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Published on May 23rd, 2014 | by James Hendicott

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We Cut Corners – Think Nothing

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We Cut Corners debut, Today I Realised I Can Go Home Backwards, was one of the great under-heralded Irish debuts. At just thirty two minutes, it flits almost flippantly between heart-on-sleeve confessional pop melodies full of wonderfully oblique imagery in ‘Go Easy’ and ‘A Pirate’s Life’, and the White Stripes-inspired tuneful thrashings of ‘The Leopard’ and ‘Say Yes To Everything’. The album’s charm fell in its balance: its thoughtful, oblique lyrics, soaring vocals and ability to be scorchingly angry and pointedly self deprecating in the same three minute period. It sounds like it would take four people to play, yet the duo reproduce it perfectly live. In fact, the sheer quality of the We Cut Corners debut makes follow up Think Nothing something of a pressure album.

They key components here borrow from the same recipe, albeit a version condensed into a more consistent form. Conall Ó Breacháin continues his unlikely fusion of drummer/lead vocalist with the same balance of delicate falsetto musings and vociferous power. John Duignan’s oral input and nuanced guitar still delivers a pulsing backdrop, too, though Think Nothing has kissed goodbye to the debut’s humour in the most part, serving up a platter of anger and subtle social commentary in its place.

‘Wallflowers’ is a charmingly plodding intro, a borderline orchestral minor key anthem that acts as an intro in hinting at the album’s developing weight. The shadowy imagery of ‘Blue’ introduces those bitter angles, painting a picture of desolation in lines like “I’m not a loner, I’m just alone”, before single ‘Best Friends’ punks up the atmosphere with a screeching vocal duet and punchy chorus. It’s down the rabbit hole stuff, blessed with earworm melodies that dominate the lyrics for just long enough to allow those dingy plot lines to work their way in. And they cut, both personal and critical; poetic and abrupt.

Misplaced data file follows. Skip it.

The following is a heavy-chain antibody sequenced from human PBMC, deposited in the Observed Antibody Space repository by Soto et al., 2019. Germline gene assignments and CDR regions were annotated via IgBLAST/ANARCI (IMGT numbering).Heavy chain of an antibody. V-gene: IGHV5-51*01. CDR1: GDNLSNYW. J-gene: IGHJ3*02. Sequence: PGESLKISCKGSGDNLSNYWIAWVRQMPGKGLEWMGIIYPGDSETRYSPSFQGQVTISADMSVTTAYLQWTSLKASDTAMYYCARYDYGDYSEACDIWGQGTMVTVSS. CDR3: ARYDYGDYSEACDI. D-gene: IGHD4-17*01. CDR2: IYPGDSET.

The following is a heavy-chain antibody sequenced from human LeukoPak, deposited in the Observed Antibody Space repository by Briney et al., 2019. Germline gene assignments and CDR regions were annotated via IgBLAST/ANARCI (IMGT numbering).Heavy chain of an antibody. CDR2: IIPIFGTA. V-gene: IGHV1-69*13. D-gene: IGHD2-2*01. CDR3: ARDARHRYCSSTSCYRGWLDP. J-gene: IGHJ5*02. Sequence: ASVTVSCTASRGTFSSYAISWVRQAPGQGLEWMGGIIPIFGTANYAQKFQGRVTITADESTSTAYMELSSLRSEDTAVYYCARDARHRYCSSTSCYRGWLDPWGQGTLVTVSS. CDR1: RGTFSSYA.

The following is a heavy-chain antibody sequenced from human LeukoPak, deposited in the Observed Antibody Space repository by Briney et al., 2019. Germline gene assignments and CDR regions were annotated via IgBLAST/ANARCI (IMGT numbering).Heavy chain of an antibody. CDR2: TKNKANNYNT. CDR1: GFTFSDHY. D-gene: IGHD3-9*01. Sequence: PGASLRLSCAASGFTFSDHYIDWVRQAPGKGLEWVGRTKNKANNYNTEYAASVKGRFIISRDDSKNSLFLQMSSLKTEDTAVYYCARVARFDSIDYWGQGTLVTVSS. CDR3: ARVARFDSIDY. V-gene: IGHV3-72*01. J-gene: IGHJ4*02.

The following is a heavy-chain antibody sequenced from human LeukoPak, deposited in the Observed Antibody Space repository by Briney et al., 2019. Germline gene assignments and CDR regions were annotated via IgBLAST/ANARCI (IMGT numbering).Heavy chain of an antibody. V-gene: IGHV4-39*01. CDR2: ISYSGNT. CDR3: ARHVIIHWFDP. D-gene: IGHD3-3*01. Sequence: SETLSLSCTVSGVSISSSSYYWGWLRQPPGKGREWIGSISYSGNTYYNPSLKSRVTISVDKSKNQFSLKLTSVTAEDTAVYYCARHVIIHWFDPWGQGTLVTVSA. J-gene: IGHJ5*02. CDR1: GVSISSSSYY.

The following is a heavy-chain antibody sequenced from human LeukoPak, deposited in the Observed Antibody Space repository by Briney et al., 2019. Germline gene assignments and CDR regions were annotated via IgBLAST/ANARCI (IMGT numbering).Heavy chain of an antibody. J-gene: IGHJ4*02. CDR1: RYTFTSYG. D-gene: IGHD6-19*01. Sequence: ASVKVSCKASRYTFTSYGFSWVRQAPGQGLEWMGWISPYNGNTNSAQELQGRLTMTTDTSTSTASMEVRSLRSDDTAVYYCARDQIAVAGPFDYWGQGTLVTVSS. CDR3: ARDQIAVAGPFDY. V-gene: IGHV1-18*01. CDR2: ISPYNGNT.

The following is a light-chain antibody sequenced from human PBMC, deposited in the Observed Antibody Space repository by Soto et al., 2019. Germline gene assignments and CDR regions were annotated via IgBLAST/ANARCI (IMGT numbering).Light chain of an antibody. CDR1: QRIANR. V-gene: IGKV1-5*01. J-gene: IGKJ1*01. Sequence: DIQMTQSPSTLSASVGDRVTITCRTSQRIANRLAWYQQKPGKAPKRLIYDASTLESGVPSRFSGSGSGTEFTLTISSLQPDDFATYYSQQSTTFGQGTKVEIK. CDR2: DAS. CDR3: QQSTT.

Admittedly, the immediacy of the debut isn’t quite here. While ‘Dumb Blonde’ and ‘A Pirate’s Life’ endowed early We Cut Corners with an easy, witty intelligence, they’ve twisted into a band based slightly less heavily on Ó Breacháin’s high-pitched headline grabbing vocal. Instead loud and quiet butt up against each other; darkness and light flicker through the lyrics and the album clings to a gravity that begs to be understood, but doesn’t want to give away its depths too easily. ‘Maybe In The Future’, for example, seems to owe a debt to the minor key explorations of Villagers‘ Becoming A Jackal and oozes possible meanings.

‘This In Then’ and ‘YKK’ – both of which have graced the band’s live set up for a couple of years – are more straight forward, ramping up The White Stripes edge, a nice bridge between the albums that packs enough punch to require a bounce or two live. Elsewhere we find abrupt tempo changes, heartfelt outpourings of sentiment and at times a gentle pace that belies the quickfire nature of a second album that could (at a push) fuse right into the first.

Sure, closer ‘Hunger’ appears a bit of a plodding afterthought and nothing here stands out quite the way ‘Go Easy’ did last time out, but this is one of those times when to criticise it to nit-pick: Think Nothing is everything we’d hoped for and more. There are few acts of this ability still plying their trade as comparatively under the radar as We Cut Corners have been over the past few years. At twenty-seven sharp minutes, this still manages to be poetry blended into smartly written melodies, and backed up with an enviably dead-on vocal that only confirms what early efforts suggested: they’d be good if only for the lyrics, but We Cut Corners are about so much more. James Hendicott

We Cut Corners – Think Nothing James Hendicott

Summary: Check out: 'Blue', 'YKK'

If you like this, you might like: The White Stripes, The Black Keys and sharp, cunning witticisms.

4.5


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About the Author

James stumbled into music journalism into 2007, when he attended a Seoul pop festival, mentioned his travel writing background to a local magazine editor and found himself interviewing Muse at ten minutes’ notice. He’d always been a music addict, mind, diverging from a rural punk scene to his current love of hardened beats, dance punk, bling-free hip-hop and the occasional bit of socially unacceptable cheese. He once wrote for Lonely Planet, interviewed Yoko Ono and asked a member of Mumford & Sons awkward questions about brain surgery. These days, James spends far too much of his time mourning the lost brilliance of Dublin record label The Richter Collective. But life goes on…



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